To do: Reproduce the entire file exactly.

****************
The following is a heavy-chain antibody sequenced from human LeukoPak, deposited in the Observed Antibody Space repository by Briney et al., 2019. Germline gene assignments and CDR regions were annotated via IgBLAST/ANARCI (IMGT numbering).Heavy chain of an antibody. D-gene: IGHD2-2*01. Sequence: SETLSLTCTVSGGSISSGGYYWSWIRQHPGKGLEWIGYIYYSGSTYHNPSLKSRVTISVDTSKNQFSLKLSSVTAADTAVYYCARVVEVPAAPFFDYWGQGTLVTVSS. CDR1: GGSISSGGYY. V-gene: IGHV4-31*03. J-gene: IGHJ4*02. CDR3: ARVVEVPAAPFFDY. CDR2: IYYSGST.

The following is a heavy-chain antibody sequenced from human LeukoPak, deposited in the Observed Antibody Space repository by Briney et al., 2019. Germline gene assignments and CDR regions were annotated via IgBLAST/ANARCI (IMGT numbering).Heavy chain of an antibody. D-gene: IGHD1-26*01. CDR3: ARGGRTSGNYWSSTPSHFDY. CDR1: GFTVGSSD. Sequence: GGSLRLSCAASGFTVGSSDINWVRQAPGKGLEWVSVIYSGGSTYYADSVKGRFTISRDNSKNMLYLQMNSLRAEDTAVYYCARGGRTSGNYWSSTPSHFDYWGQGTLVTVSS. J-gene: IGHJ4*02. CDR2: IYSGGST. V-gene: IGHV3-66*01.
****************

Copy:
The following is a heavy-chain antibody sequenced from human LeukoPak, deposited in the Observed Antibody Space repository by Briney et al., 2019. Germline gene assignments and CDR regions were annotated via IgBLAST/ANARCI (IMGT numbering).Heavy chain of an antibody. D-gene: IGHD2-2*01. Sequence: SETLSLTCTVSGGSISSGGYYWSWIRQHPGKGLEWIGYIYYSGSTYHNPSLKSRVTISVDTSKNQFSLKLSSVTAADTAVYYCARVVEVPAAPFFDYWGQGTLVTVSS. CDR1: GGSISSGGYY. V-gene: IGHV4-31*03. J-gene: IGHJ4*02. CDR3: ARVVEVPAAPFFDY. CDR2: IYYSGST.

The following is a heavy-chain antibody sequenced from human LeukoPak, deposited in the Observed Antibody Space repository by Briney et al., 2019. Germline gene assignments and CDR regions were annotated via IgBLAST/ANARCI (IMGT numbering).Heavy chain of an antibody. D-gene: IGHD1-26*01. CDR3: ARGGRTSGNYWSSTPSHFDY. CDR1: GFTVGSSD. Sequence: GGSLRLSCAASGFTVGSSDINWVRQAPGKGLEWVSVIYSGGSTYYADSVKGRFTISRDNSKNMLYLQMNSLRAEDTAVYYCARGGRTSGNYWSSTPSHFDYWGQGTLVTVSS. J-gene: IGHJ4*02. CDR2: IYSGGST. V-gene: IGHV3-66*01.